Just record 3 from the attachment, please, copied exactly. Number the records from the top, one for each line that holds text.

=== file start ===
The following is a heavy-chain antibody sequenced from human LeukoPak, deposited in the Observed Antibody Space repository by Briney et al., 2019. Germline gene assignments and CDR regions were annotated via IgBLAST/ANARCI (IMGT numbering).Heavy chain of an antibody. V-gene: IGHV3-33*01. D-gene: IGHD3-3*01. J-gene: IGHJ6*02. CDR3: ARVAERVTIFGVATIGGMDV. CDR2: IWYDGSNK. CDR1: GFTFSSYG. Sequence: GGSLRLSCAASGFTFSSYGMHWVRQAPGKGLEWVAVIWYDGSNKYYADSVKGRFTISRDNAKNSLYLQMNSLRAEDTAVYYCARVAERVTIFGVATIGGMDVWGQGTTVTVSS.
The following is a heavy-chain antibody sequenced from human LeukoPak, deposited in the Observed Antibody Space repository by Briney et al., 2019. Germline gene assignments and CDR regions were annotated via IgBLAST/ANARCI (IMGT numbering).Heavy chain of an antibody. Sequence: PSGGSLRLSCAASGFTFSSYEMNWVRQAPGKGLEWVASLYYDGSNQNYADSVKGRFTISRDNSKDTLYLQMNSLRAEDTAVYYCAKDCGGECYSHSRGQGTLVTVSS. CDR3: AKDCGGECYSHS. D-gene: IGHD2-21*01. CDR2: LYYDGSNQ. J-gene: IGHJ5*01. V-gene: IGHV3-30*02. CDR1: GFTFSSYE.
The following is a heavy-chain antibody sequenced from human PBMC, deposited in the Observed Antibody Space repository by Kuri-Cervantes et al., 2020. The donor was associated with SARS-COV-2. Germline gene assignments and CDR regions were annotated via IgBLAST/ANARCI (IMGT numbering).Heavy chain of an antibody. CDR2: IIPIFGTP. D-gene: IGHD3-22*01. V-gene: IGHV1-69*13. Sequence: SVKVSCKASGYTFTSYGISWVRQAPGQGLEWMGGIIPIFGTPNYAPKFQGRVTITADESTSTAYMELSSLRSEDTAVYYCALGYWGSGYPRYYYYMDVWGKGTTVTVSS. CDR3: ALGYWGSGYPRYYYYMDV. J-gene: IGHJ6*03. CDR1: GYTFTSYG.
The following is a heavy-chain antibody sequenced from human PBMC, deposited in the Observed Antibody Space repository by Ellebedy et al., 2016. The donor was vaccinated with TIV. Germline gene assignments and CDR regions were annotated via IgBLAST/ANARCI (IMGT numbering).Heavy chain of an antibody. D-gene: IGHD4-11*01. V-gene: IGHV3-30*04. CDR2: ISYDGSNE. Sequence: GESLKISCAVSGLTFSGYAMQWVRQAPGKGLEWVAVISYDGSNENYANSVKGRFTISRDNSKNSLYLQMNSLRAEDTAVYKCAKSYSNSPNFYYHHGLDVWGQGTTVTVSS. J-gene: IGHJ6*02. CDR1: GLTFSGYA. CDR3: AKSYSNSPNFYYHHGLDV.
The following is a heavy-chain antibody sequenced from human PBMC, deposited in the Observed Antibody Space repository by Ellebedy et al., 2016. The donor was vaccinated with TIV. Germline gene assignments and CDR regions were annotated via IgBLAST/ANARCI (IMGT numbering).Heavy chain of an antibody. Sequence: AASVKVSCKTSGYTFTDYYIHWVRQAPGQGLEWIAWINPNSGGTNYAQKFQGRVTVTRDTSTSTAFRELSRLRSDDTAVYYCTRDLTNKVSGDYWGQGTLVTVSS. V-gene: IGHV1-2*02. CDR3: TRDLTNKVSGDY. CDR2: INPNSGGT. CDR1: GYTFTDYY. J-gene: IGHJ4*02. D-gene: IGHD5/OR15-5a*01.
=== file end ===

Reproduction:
The following is a heavy-chain antibody sequenced from human PBMC, deposited in the Observed Antibody Space repository by Kuri-Cervantes et al., 2020. The donor was associated with SARS-COV-2. Germline gene assignments and CDR regions were annotated via IgBLAST/ANARCI (IMGT numbering).Heavy chain of an antibody. CDR2: IIPIFGTP. D-gene: IGHD3-22*01. V-gene: IGHV1-69*13. Sequence: SVKVSCKASGYTFTSYGISWVRQAPGQGLEWMGGIIPIFGTPNYAPKFQGRVTITADESTSTAYMELSSLRSEDTAVYYCALGYWGSGYPRYYYYMDVWGKGTTVTVSS. CDR3: ALGYWGSGYPRYYYYMDV. J-gene: IGHJ6*03. CDR1: GYTFTSYG.